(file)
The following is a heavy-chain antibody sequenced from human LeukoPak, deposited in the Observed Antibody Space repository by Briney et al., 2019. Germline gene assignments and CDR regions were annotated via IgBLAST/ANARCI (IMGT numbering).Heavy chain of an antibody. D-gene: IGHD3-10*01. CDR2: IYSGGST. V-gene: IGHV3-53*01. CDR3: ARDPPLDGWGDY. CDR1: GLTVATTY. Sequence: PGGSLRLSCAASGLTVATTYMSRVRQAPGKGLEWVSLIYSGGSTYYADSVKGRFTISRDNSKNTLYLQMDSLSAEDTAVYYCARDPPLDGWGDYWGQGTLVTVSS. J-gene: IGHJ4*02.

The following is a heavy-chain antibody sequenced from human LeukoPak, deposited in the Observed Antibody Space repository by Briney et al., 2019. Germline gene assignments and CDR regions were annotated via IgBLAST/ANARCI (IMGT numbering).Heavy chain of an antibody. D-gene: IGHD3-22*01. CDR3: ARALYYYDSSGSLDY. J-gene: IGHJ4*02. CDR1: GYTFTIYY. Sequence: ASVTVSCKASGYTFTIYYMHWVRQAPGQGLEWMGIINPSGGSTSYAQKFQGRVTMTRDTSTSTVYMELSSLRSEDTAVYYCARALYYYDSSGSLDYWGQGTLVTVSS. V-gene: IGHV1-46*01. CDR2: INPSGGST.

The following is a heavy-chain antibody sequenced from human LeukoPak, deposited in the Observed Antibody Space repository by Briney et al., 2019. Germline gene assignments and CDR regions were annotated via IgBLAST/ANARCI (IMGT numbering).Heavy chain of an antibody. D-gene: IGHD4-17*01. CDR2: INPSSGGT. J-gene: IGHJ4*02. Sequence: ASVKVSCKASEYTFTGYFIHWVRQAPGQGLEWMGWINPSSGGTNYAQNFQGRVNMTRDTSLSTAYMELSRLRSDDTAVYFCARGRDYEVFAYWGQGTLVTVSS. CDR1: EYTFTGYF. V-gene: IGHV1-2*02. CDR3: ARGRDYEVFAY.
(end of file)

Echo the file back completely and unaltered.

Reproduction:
The following is a heavy-chain antibody sequenced from human LeukoPak, deposited in the Observed Antibody Space repository by Briney et al., 2019. Germline gene assignments and CDR regions were annotated via IgBLAST/ANARCI (IMGT numbering).Heavy chain of an antibody. D-gene: IGHD3-10*01. CDR2: IYSGGST. V-gene: IGHV3-53*01. CDR3: ARDPPLDGWGDY. CDR1: GLTVATTY. Sequence: PGGSLRLSCAASGLTVATTYMSRVRQAPGKGLEWVSLIYSGGSTYYADSVKGRFTISRDNSKNTLYLQMDSLSAEDTAVYYCARDPPLDGWGDYWGQGTLVTVSS. J-gene: IGHJ4*02.

The following is a heavy-chain antibody sequenced from human LeukoPak, deposited in the Observed Antibody Space repository by Briney et al., 2019. Germline gene assignments and CDR regions were annotated via IgBLAST/ANARCI (IMGT numbering).Heavy chain of an antibody. D-gene: IGHD3-22*01. CDR3: ARALYYYDSSGSLDY. J-gene: IGHJ4*02. CDR1: GYTFTIYY. Sequence: ASVTVSCKASGYTFTIYYMHWVRQAPGQGLEWMGIINPSGGSTSYAQKFQGRVTMTRDTSTSTVYMELSSLRSEDTAVYYCARALYYYDSSGSLDYWGQGTLVTVSS. V-gene: IGHV1-46*01. CDR2: INPSGGST.

The following is a heavy-chain antibody sequenced from human LeukoPak, deposited in the Observed Antibody Space repository by Briney et al., 2019. Germline gene assignments and CDR regions were annotated via IgBLAST/ANARCI (IMGT numbering).Heavy chain of an antibody. D-gene: IGHD4-17*01. CDR2: INPSSGGT. J-gene: IGHJ4*02. Sequence: ASVKVSCKASEYTFTGYFIHWVRQAPGQGLEWMGWINPSSGGTNYAQNFQGRVNMTRDTSLSTAYMELSRLRSDDTAVYFCARGRDYEVFAYWGQGTLVTVSS. CDR1: EYTFTGYF. V-gene: IGHV1-2*02. CDR3: ARGRDYEVFAY.